• I must confess — and here goes my “quality-TV” cred — that I don’t watch Mad Men, although many of my female friends do. Something about watching overtly dramatized — though historically accurate — misogyny makes me want to split men’s heads open like melons. And since I like men — especially feminists, of whom I think there are a great number — using my time to view a show that my friends tell me consistently treats women like shit (again, even while it may be historically accurate) feels like straight-up masochism to me…

      …the same way going through The Pilot Season Experiment did.

      Did I want to break down all my appearance-related foibles and insecurities in front of the whole Internetz? Hell no! It sucked! It made me want to go fetal! But being judged on your appearance to begin with sucks harder. The problem is, when a woman talks about these issues seriously, she’s shoved in the Andrea Dworkin Bitch Can’t Take A Joke Folder. Men (such as Matt Wiener, as you pointed out) can talk about this from a couple-steps-removed distance, but until you’ve been blatantly given the up-and-down by a person who holds your career in their hands, I don’t think men can truly empathize with how degrading it is. Sympathize, yes. Empathize, no.

      Now, do I think these issues are serious? Of course. I wouldn’t talk about them if I didn’t. But I find tackling the topic with humor gets more people to listen and maybe — just maybe — actually think about the topics rather than throwing up their defense shields (i.e. “I don’t act like that! I don’t care about that! I don’t think like that!”) and grabbing their metaphorical pistols. Everyone knows what it’s like to be judged for something that’s beyond their control — with The Experiment, I just wanted to see what it felt like to try to control the uncontrollable as much as was possible.

      As I haven’t seen “The Other Woman,” I’m not qualified to draw parallels between the script and my blog, but after reading Todd’s piece on the AV Club, I think you’re right: dramatizing misogyny feels nothing like recounting it from a first-hand perspective. The first is a shadow-play about war, the second is being bayoneted through the gut.

      • peridot2 says

        Ms Mere, you’re absolutely correct about MAD MEN being difficult to watch. However, it’s a great tool to educate younger people about what things were like during that particular era in society and what our roles as women were. We were so limited by perceptions that we were 2nd class citizens that it’s nearly impossible to make those who weren’t around then to comprehend what it was like.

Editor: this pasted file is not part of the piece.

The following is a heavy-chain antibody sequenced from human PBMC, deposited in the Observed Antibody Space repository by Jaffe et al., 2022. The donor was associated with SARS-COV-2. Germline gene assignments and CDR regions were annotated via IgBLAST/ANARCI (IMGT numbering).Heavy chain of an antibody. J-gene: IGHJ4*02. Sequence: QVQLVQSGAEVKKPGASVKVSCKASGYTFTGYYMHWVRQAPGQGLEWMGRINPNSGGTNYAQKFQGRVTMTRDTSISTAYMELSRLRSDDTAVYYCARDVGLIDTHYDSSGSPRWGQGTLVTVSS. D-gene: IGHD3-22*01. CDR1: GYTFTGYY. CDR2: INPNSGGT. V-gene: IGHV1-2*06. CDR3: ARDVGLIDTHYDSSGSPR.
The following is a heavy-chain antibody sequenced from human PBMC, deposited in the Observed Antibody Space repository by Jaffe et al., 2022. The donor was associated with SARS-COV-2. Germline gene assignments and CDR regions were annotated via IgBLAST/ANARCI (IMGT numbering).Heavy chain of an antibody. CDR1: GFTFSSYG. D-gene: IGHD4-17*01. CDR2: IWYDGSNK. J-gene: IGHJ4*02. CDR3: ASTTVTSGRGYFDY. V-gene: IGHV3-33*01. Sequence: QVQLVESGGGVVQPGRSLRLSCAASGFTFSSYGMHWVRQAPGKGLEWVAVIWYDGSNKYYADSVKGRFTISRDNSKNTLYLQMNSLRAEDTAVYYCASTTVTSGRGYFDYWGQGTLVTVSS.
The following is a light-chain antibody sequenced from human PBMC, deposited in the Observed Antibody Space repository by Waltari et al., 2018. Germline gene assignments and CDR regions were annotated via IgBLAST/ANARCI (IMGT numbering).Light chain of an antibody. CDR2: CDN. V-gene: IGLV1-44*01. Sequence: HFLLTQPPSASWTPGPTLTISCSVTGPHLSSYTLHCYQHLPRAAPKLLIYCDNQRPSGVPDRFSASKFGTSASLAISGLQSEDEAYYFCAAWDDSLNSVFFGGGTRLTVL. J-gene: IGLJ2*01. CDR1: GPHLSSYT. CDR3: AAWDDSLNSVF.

My son is nearly 25 years old. I’ve described my childhood and youth to him but he was unable to grasp it until we began watching MAD MEN together. In the scenes where the women in the office are discriminated against in favor of the men who are paid more because they have a penis, he is shocked. When the men who are in authority over the secretaries flirt with them or pinch them or talk about their physical attributes in front of them (the character Joan has large breasts and they’re often the topic of discussion by men) my son is appalled.

        For the most part MAD MEN is not overly dramatized. I have been witness to or have had many similar experiences, but then again I worked for many years in an office environment. They’re hotbeds of lust and desire. I had my ass pinched, heard unwanted comments about my appearance, saw office friends embroiled in affairs with management…it goes on.

        No matter how competent you are or how great your results or your annual report, the good-looking people always get promoted first.

  13. Delafina says

    It’s funny: I’m a (female) writer in the videogame industry, and was just talking about this over lunch with a (male) colleague who used to be a TV writer. He was talking about how in LA, even male writers get judged pretty blatantly on their looks, and I was wishing that my industry and city would be honest enough to be blatant about it.

    • Ooh! You’re a chick videogame writer? PLEASE stick around! We need more of Your Kind around here! I had no idea that y’all got the suckfest of the beauty pageant, too. That seems even more ridiculous that judging TV/film writers, since sometimes the media gives us pity-interviews. (Do you get pity-interviews?) And while I wouldn’t argue with your coworker — everyone is judged on their looks in Hollywood, that much is true — I do have the urge to pat his head and murmur only half-sincere coos of sympathy. Remember: men bitch about having to wear ties. Tell him to strap on some Spanx for a day and see how he feels then. If he can still feel anything.

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  16. Nchoirnmind says

    Reading this in advance of the the podcast-listening – aaand I wil say just one thing about heels! there better be some freaking BOOTS attached to anything higher than 1″ ankle support FTW!!!

  17. Nchoirnmind says

    Plus I love the way I walk in boots.